I peeked into hi-tech manufacturing processes, insurance moguls, not-for-profits, law firms, drug companies, and mail-order distribution. I watched people juggle travel and work and families with varying degrees of success. I listened and learned and asked questions–we all did. And in the 13 years since I walked across the stage with hat and hood, I have found more applications than I ever expected for all this information that wasn’t covered on any syllabus.

Of course, I read volumes of case studies and textbook material. I wrote papers and made presentations. I stayed up late studying for tests. I completed evaluations of courses and professors at the end of every semester. I did all the things required to earn the letters behind my name, but my real MBA came from the people who did it alongside me.

So I’ll keep touring plants and asking questions and seizing opportunities to see how the world works. It all counts.

Stop the madness

Every now and then, someone sends me a message that really ticks me off. These messages are generally short, snarky, and pointless, designed simply to throw a barb my way for a perceived slight. I don’t get mad when I’ve really done something wrong–humble and embarrassed, maybe, but not mad. Strangely, it’s the undeserved barbs that hit their mark.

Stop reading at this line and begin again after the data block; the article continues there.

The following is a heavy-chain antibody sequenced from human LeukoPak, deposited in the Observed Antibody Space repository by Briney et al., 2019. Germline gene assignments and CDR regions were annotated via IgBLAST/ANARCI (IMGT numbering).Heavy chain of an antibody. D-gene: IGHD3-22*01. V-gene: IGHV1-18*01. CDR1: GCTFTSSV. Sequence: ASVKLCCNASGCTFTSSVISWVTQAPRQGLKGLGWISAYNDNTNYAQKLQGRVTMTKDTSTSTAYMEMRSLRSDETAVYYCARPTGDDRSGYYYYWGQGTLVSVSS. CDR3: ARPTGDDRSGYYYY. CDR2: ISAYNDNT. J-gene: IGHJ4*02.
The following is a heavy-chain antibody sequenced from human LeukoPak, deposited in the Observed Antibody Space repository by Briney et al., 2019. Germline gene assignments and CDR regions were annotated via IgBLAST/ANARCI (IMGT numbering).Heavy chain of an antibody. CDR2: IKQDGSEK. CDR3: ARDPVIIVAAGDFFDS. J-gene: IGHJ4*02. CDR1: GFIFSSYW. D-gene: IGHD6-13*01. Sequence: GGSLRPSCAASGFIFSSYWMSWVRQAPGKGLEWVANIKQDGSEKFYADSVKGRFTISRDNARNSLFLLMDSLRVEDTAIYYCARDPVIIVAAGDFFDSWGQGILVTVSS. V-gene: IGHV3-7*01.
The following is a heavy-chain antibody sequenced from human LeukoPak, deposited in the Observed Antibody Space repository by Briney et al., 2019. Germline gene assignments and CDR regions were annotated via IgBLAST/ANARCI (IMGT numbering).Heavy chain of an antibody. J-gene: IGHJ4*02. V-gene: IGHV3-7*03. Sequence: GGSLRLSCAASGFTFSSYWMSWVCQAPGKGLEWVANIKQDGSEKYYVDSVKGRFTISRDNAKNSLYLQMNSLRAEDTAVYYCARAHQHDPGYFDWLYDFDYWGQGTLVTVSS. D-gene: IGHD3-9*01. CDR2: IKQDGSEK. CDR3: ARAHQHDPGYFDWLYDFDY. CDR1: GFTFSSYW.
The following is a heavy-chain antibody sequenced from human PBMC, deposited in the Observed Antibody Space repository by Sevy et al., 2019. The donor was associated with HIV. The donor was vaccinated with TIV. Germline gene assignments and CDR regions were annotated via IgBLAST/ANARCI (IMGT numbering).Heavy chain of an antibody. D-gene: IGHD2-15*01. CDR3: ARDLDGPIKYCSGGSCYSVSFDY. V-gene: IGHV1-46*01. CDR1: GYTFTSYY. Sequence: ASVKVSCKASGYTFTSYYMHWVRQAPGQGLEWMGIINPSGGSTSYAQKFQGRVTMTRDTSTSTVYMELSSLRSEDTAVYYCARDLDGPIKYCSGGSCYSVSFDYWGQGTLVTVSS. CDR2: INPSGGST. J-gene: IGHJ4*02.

I got one of those messages this morning. I can thrust and parry with almost anyone when it comes to words, and I quickly typed my equally snarky response. And then I retyped it. And retyped it. I continued honing it to get it just right. With my cursor hovering over the send button, I hit delete instead. On purpose.

I’ve never done that before.

I’ve always risen to the challenge right along with my hackles. I respond in kind (that’s a funny expression when the response is usually not kind at all), and I end up sputtering and seething. And the cycle continues. No one needs that.

Inexplicably, this time I realized some key points. First, I didn’t act inappropriately to this person. Second, I didn’t owe him an explanation for anything. Third, he knows how to push my buttons, and I was poised to let him do it. By the time he had sent the message, he was already on to the next thing. Why should I spend the rest of my day stewing in this one?